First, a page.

Educational sociology has been concerned with the fact that education has proved to be a key factor in reproducing structures of social inequality. While until the 1970s this meant that working class children ‘inherited’ the working class jobs of their parents, nowadays low education implies risks of social exclusion. Education has become an indispensable prerequisite of social inclusion while it no longer leads predictably to specific careers. Labour markets are more flexible and as a consequence life courses become de-standardised. Neither access to, successfully coping with, nor the relevance of education can be taken for granted.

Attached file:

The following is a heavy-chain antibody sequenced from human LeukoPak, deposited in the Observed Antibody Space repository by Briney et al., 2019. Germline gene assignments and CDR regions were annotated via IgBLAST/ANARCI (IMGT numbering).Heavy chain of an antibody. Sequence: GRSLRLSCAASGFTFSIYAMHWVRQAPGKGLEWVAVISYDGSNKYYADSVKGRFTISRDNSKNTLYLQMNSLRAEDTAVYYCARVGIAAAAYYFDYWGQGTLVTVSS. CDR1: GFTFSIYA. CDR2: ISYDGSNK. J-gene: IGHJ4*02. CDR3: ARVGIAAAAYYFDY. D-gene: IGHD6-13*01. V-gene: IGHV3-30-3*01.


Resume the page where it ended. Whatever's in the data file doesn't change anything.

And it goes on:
The GOETE project analyses access to and within education according to class, gender and ethnicity. In order to take the interaction between structure and agency in educational trajectories into account the analysis of unequal access includes the dimension of accessibility, i.e. the extent to which children, young people and their parents perceive education as open for them. This includes whether they expect to cope with education and that education will be relevant for their future lives.